While race and gender have been the focus of a good deal of discussion through the course of the 2008 Democratic primary campaign, most voters believe that neither was a significant factor in the success or failure of the Obama and Clinton candidacies. And among those who believe race and gender were factors, somewhat more say they helped the respective candidates than say they hurt.
A 57% majority of all voters say the fact that Barack Obama is African American has not made a difference in his campaign for the Democratic nomination, and only slightly fewer (51%) say the same about the impact of Clinton’s gender on her primary bid. In total, 40% of voters say neither Obama’s race nor Clinton’s gender has had an impact on the Democratic contest.
With respect to Obama’s race, 22% of voters say Obama’s being African American has helped him, while 14% say it has hurt. There is a similar split in overall assessments of how Clinton’s gender has affected her campaign, with slightly more saying it has helped (24%) than hurt (20%).
Democrats are more likely than either Republicans or independents to say their party’s candidates have been hurt by these characteristics. The partisan contrast is greatest with respect to Clinton’s gender. More than a quarter of Democratic voters (27%) say that being a woman has hurt Clinton; far fewer Republicans (17%) and independents (14%) say the same. Yet even among Democrats, about as many say Obama’s race and Clinton’s gender helped their campaigns as say they were detrimental.
Younger voters are among the most likely to view race and gender as advantages in the primary process. About three-in-ten (29%) voters ages 18-34 say the fact that Obama is African American helped him, compared with 20% of those age 35 and over. And 31% of 18-34 year- olds say Clinton’s gender helped her, compared with 22% of those ages 35 and older.
African American voters are more likely than whites to say that race has been a factor in Obama’s candidacy. Half of African Americans say that race mattered, compared with 35% of white voters. Roughly three-in-ten blacks (31%) say the fact that Obama is African American has helped him, compared with roughly one-in-five whites (21%). But black voters are also slightly more likely than whites to see race having a negative impact (19% vs. 14% of whites).
African American voters are also among the most likely to say that Clinton’s gender has had an influence on her campaign: More than twice as many black voters believe being a woman has helped Clinton (40%) as believe it has hurt her (15%). By comparison, whites are evenly divided on this question (22% say she’s been helped, compared with 21% who say she’s been hurt).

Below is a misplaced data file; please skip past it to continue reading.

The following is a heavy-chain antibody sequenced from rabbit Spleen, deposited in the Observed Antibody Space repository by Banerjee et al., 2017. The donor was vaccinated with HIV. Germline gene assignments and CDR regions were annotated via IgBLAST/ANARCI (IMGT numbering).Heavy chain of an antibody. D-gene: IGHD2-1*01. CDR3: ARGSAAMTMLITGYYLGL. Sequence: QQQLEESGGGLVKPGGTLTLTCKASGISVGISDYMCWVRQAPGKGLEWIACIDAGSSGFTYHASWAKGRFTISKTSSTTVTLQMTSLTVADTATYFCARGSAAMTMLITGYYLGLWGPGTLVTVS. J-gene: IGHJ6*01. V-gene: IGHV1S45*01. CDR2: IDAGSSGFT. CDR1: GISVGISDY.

More women than men say that gender has had an impact on the primary race (48% vs. 38%). Women are evenly divided about the impact on Clinton’s gender on her performance in the primary season; nearly a quarter (24%) believes being a woman has helped her, while the same proportion says it has hurt her. More male voters view Clinton’s gender as an advantage (23%) than view it as a disadvantage (15%).
Clinton Supporters See Gender as a Factor
Among Democratic and Democratic-leaning voters, both gender and candidate preferences are linked to views of whether gender played a role in Clinton’s campaign. Clinton supporters are far more likely than Obama supporters to believe that their candidate’s gender has had a negative impact on her campaign. Among all Clinton supporters, 33% say the fact that she is a woman hurt her, while 20% say it helped. Among Obama backers, just 16% say Clinton’s gender hurt her in the nomination contest, while 28% say it helped. There is no difference of opinion between Clinton and Obama backers over whether race affected Obama’s candidacy.
Gender is also a factor among Democratic voters. Women are more likely than men to say Clinton’s gender has hurt her (29% vs. 17% of men). And among Clinton supporters, 39% of women say Clinton’s gender has hurt her prospects compared with 23% of male Clinton supporters.